The Bavarian Light Infantry are trying to keep Prussians off the flank and rear of the French battalion while the Bavarian cavalry are moving up to the front.
Prussian Fusiliers move through the town on their way to the vicinity of the far bridge while in the foreground the landwehr prepare to bayonet the Saxons to their front. And another battalion of Prussians arrive on the battlefield on the right.
It’s all down to the French battalion and its charge over the bridge. A chance for them to be real heroes.
von Peter himself has been guilty of keeping his best general in the rear areas recovering units rather than having him at the front bolstering the attack. To some degree this resulted from his late appearance – the arrival of all units including commander types was randomised – but the fleeing battalion of Saxons in the last photograph will look accusingly at him as they wonder where he was when they were getting shot up at the front with no help from the brass.
A turn or so left in the game. May the best French side win!! 8O)
More Calpe Prussians
The figures are presented as they arrived excepting the removal of the occasional ‘runner’ and the splashing on of a home made black wash in an attempt to accentuate the figure details. The usefulness of the wash varies markedly from figure to figure.
P5 Advancing command pack
Comprising a standard bearer, a drummer and an NCO so as to hold aloft the battalion standard, provide the cadence to keep the battalion in step and generally keep the men in hand should they get a little excited.
P7 Falling casualties
Who doesn’t like casualty figures and these falling casualties are just the thing to bring your battalions to life! Ha ha ha.
The cavity at the bottom of the middle figure’s right arm is not the result of overly enthusiastic sculpting of a cannonball strike. A separate hand holding a musket is provided which is inserted and glued in place. von Peter himself suspects that the reason for this is to do with the difficulties of casting the figure if it were one piece but it has the added benefit of allowing the hand and musket to be glued in a variety of angles for that extra bit of variety.
For the record this three figure casualty pack helped to create a fourth casualty. To ‘wash’ the figures von Peter himself glued them to old paint pots using PVA/wood glue. Usually the bond created by the PVA glue is easily broken but this time around the figures seemed to like their bottles and didn’t want to be separated. So out came the trusty modelling knife to assist in the process. The first figure was removed after a little cursing and muttering. The second was then popped off by sliding the knife between the bottom of the figure’s base and the bottle top and deeply into the left hand index finger von Peter himself. Queue an immediate increase in the volume and rate of cursing and muttering. What a damnably stupid thing to do. Normally von Peter himself prides himself on doing the safe and sensible thing around sharp implements … but there are exceptons it seems.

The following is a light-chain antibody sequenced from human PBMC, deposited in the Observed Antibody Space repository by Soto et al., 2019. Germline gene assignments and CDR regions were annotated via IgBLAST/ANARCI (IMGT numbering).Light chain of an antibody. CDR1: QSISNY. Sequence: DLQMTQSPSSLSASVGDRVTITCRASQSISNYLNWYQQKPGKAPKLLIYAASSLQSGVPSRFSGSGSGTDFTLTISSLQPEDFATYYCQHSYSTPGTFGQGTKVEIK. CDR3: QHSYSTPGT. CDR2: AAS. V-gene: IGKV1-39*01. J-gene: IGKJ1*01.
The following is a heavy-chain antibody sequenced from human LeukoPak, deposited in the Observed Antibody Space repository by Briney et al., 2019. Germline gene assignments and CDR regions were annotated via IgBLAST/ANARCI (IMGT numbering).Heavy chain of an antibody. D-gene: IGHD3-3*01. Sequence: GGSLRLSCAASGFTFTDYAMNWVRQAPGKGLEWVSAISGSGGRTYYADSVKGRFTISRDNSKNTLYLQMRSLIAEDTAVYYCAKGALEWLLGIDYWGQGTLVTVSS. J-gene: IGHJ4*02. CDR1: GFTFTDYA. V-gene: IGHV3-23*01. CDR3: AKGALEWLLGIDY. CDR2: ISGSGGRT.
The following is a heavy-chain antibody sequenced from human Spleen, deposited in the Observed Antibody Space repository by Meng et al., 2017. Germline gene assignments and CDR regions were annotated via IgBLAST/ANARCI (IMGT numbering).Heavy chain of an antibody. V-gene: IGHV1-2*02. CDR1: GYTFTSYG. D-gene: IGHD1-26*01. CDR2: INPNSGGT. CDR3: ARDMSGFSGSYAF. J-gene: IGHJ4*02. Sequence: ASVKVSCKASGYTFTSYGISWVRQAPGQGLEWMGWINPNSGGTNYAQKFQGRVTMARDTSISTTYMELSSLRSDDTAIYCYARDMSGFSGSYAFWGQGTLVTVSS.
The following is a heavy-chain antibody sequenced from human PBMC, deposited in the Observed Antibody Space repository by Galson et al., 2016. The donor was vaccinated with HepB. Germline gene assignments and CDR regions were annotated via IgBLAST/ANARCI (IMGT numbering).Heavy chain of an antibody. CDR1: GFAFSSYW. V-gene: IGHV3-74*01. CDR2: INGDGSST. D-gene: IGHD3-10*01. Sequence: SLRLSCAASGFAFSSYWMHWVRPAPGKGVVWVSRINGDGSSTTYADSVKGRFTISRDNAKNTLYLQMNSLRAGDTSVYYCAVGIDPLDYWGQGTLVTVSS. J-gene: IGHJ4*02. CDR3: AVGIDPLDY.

Blood started to flow in impressive quantities and von Peter himself realised the true horror of the situation. It was late at night, von Peter himself was the only one awake and if help was required then Fraulien von Peter herself would need to be awakened. And the good Fraulien was having her pre birthday sleep!! Perhaps it would be better to bleed for a while and see how events panned out! And there was still a third figure to prise off a third bottle top so that the photographs could be taken! Oh the horror!! 8O)
The good news is that von Peter himself survived. At least to date. The finger is tightly bound and bandaged and is not yet as good as new. The photographs were taken and you are reading this dubious prose. Medals for gallantry are anticipated!
Work provides access to a military museum
Back in March von Peter himself was involved in a conference that was convened at the NZ Army’s Waiouru Military Camp in the middle of the North Island of New Zealand. Not surprisingly Waiouru Military Camp is VERY close to the township of Waiouru and on the edge of Waiouru is the National Army Museum. It has been a few years since the National Army Museum hosted a state visit by von Peter himself so when the opportunity presented itself for a quick visit that opportunity was snapped up.
There is quite a selection of displays to view covering the various wars that Kiwis have fought in and is well worth a visit. On the occasion of this state visit von Peter himself had his trusty iPod Touch to hand and used it to snap a few of the displays. Apologies for the quality of the photography. The venue has dimmed lighting which does not bode well for a strictly amateur photographer and his iPod Touch!
There is currently … or at least was … a display on New Zealand’s war horses. Apparently over 20,000 left New Zealand for the Anglo-Boer War and World War I and only 5 made it back! If the memory serves correctly the above photo is of a display replicating the results of rear area shelling in France during WWI.
The above photograph would appear to be a scene out of World War II with the troops clambering down the side of their transport into a landing craft. Good luck on the beach lads! It can be viewed from a walkway looking down or from ground level looking up as per this view.
As always don’t forget that you can <click> on any image for a larger and clearer view.
Until we meet again …